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I'm on a LAN provided by an ISP. My computer has its IP address, Subnet Mask, Default Gateway, DNS Servers(using DHCP).

I've been teaching myself bit of networking. I just wanted to apply the concepts I learned to my LAN.

So, what I did is I've figured out all the IPs on my LAN using subnet mask and pinged all of them using a batch script. I just wanted to see the MAC addresses of all the computers on my LAN. Then I've checked my arp cache by issuing command arp -a. I'm surprised to see the result. It was a huge list with all IP addresses (alive on my LAN) as expected but all had the same MAC address.

enter image description here

How did this happen? What's going on? If all nodes have the same MAC address then how will the communication work?

EDIT:

I still don't get it. Let me clarify what I did.

  1. After applying subnet mask /18 or 255.255.192.0 on my IP I got: 182.3.64.0
  2. Which gives me 16384 IP addresses ranging from 182.3.64.0 to 182.3.127.255
  3. First and last IP addresses cannot be used as they are Network address and Broadcast address respectively.
  4. So, My subnet or local network contains 16382 hosts/computers. Right? In other words these 16382 hosts are behind single router.

I want to see the mac addresses of these hosts. SO, I pinged all of them and the above picture shows the result

My thinking:

Now if I think little bit more about it. 16382 hosts behind a single router means too much of broadcast traffic (ARP broadcast). Which is not desirable. At the same time they cannot be connected to different routers because that would mean they are on different networks. May be they are on different VLAN (I don't know much about VLAN but I just know that it helps reducing the broadcast traffic).

I don't understand what is my problem. Kindly identify what am I getting wrong?

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Please add the output from the terminal. Hide the actual addresses (or some parts of the addresses - like the first 5 digits) –  Ярослав Рахматуллин Sep 1 '13 at 17:29
    
@ЯрославРахматуллин: Sorry, I didn't get you. You mean you need screenshot? –  claws Sep 1 '13 at 17:29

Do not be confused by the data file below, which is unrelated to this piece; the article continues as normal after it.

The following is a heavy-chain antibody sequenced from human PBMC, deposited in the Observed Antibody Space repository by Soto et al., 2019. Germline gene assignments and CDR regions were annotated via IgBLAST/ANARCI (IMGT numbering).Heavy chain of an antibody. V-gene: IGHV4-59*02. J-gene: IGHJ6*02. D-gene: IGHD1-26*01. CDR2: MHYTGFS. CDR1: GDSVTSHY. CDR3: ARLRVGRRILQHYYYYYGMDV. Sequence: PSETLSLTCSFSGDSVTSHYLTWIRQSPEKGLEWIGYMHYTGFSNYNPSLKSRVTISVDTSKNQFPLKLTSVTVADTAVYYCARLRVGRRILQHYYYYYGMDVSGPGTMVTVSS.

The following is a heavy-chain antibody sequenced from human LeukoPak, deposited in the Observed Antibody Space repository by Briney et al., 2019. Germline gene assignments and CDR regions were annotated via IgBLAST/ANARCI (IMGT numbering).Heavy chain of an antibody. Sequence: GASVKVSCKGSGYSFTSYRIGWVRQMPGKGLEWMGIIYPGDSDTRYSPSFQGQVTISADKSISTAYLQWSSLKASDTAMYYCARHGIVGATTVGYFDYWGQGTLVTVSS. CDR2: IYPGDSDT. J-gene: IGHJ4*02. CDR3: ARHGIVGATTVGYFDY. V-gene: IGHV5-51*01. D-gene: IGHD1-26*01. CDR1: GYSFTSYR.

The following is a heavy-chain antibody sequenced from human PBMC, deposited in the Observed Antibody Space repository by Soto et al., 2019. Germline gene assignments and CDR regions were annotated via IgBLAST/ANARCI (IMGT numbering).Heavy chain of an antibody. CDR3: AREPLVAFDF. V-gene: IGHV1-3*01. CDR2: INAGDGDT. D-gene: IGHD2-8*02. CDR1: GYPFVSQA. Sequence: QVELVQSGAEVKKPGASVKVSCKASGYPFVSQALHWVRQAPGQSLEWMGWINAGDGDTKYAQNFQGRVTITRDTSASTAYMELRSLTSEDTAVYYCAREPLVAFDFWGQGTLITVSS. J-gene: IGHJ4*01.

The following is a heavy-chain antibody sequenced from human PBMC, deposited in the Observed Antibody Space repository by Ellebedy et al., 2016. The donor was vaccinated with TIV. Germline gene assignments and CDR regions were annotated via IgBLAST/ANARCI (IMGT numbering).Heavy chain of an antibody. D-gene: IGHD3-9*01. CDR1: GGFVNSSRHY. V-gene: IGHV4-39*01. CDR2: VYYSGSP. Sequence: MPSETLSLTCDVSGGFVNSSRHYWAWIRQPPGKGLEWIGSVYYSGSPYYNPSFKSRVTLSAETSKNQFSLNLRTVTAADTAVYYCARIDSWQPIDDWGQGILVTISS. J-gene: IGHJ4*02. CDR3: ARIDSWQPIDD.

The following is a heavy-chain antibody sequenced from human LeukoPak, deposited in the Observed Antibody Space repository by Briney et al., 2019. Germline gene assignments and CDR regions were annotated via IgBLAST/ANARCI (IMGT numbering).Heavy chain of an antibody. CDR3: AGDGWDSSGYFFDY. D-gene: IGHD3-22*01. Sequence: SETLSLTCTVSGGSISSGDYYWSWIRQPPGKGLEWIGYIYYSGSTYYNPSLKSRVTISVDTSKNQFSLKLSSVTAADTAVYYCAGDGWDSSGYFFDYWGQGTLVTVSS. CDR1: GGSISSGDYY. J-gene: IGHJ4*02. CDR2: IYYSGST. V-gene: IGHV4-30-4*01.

This might be interesting reading http://serverfault.com/questions/49765/how-does-ipv4-subnetting-work –  Hennes Sep 1 '13 at 18:24
    
@Hennes: I've edited question. –  claws Sep 1 '13 at 19:09
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2 Answers

You can only see the MAC of devices which are on your local network.

If you ping a device behind a router then the communication will flow via that router and you will see that routers MAC. Which means that the single MAC you are seeing is very probably from your router or at least from your default gateway.

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which would suggest that the computers aren't on the same subnet? –  Ярослав Рахматуллин Sep 1 '13 at 17:31
    
Wait a minute! All the IP addresses that we get from subnet. don't they all belong to same local network? –  claws Sep 1 '13 at 17:32
    
Not nessecary. Imagine a few servers with IPs 10.20.30.1 and 10.20.30.2, both connected to a router with two network cards. One card has IP 10.20.30.3 and it connected to a switch with both servers. One has IP 10.20.30.101 and is connected to a switch with your workstation and a printer on it. If you ping the printer you will see its MAC. If you ping either of the servers you will get the MAC of the router. –  Hennes Sep 1 '13 at 17:42
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The list was an overview over which interface could be used to access the various hosts. In this case all interfaces could be reached via the MAC address of your local NIC. Hence one MAC address.

--- Actually that makes no sense. It must be the gateway as Hennes said.

To answer your question, the address you see can only be reached via a gateway and not directly from your local NIC. Any information sent to the those IP addresses go via the gateway's NIC and hence one physical MAC.

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